Rage As Theresa May Postpones Vote On Brexit Deal

  Prime Minister Theresa May sparked outrage Sunday by suggesting parliament may not be able to vote on her Brexit deal until March 12, just … Continue reading Rage As Theresa May Postpones Vote On Brexit Deal

Three junior ministers have written a letter urging Theresa May to delay Brexit if she fails to win concessions from Brussels over the withdrawal terms. PHOTO: HO / PRU / AFP
Britain’s Prime Minister Theresa May/ AFP


Prime Minister Theresa May sparked outrage Sunday by suggesting parliament may not be able to vote on her Brexit deal until March 12, just days before Britain leaves the EU.

The decision increases the chances that MPs will move next week to delay Brexit beyond March 29, to avoid a potentially disastrous situation where Britain exits with no agreement at all.

May had held out the possibility of a vote this week but said Sunday she was still discussing with the EU possible amendments to the deal’s arrangements for the Irish border.

“As we’re continuing with those talks, we won’t bring a meaningful vote to parliament this week,” she told reporters as she arrived at a summit of European and Arab leaders in Egypt.

“But that will happen by March 12. And we still have it within our grasp to leave the European Union with a deal on March 29.”

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Since MPs rejected her withdrawal deal last month, May has sought to address their concerns about the text’s “backstop” arrangement, which is designed to keep the border with Ireland free flowing.

She is meeting with European Council chief Donald Tusk and German Chancellor Angela Merkel at the two-day summit in Sharm el-Sheikh, and her team will also return to Brussels on Tuesday.

But opposition politicians and pro-European MPs in London reacted with fury at what they believe is a deliberate strategy of delay.

Labour’s Brexit spokesman Keir Starmer said her move not to hold a vote this week was “the height of irresponsibility and an admission of failure”.

“Theresa May is recklessly running down the clock in a desperate attempt to force MPs to choose between her deal and no deal,” he said.

“Parliament cannot stand by and allow this to happen.”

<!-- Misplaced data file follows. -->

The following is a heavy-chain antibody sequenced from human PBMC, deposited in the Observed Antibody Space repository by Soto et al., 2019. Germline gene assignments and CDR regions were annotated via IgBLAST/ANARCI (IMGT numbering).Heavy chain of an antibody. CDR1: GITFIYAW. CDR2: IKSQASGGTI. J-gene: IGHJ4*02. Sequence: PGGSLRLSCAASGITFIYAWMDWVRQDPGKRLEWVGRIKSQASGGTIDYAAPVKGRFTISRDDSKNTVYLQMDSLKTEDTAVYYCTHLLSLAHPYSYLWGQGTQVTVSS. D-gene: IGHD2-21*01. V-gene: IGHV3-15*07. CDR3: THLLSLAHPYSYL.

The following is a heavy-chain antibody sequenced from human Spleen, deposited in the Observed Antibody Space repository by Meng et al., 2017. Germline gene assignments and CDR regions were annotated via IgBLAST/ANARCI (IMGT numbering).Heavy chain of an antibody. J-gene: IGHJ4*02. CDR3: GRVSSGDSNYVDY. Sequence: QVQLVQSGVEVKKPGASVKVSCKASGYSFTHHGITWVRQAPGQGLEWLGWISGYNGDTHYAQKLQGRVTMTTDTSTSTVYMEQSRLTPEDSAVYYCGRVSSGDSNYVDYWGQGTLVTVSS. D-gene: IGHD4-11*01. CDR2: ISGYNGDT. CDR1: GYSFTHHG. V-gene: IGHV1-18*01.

‘Run out of road’ 

May has refused to rule out leaving the EU with no deal, despite the risk of huge economic disruption on both sides of the Channel.

She says the only way to avoid this scenario is to support her deal — but growing numbers of MPs believe that Brexit should instead be delayed.

Three of her cabinet ministers on Saturday warned in a newspaper article that if there was no breakthrough this week then the House of Commons would vote for a delay.

“Beyond the next few days, there simply will not be time to agree with a deal and complete all the necessary legislation before March 29,” they wrote.

May has promised to make a statement in the Commons on Tuesday and allow MPs on Wednesday to debate their own ideas for the way forward.

Labour MP Yvette Cooper urged lawmakers to support her cross-party proposal to delay Brexit, saying: “How are businesses, public services and families supposed to plan in this chaos?”

Sam Gyimah, who quit as a junior minister in May’s government over her approach to Brexit, said her latest decision was “shocking”.

“We’ve run out of the road. The meaningful vote can is now being kicked against the wall,” he tweeted.

 ‘Addition to the treaty’ 

After rejecting the EU withdrawal deal that May spent almost two years negotiating, MPs demanded she return seek changes to the Irish backstop.

This plan would keep Britain in a customs union with the EU after Brexit if and until another way — for example, a free trade deal — were found to keep open the border with Ireland.

The EU has said it will not reopen the text but is looking at what “guarantees” could be given to reassure MPs that the backstop would be temporary.

Earlier, Environment Secretary Michael Gove said the government was still discussing various options.

“It could be a time limit, it could be a unilateral exit mechanism,” he told the BBC — citing two options Brussels has publicly rejected.

He added: “And it could be another legally powerful protocol or addition to the treaty that makes it clear that we would not be bound in the backstop indefinitely against our will.”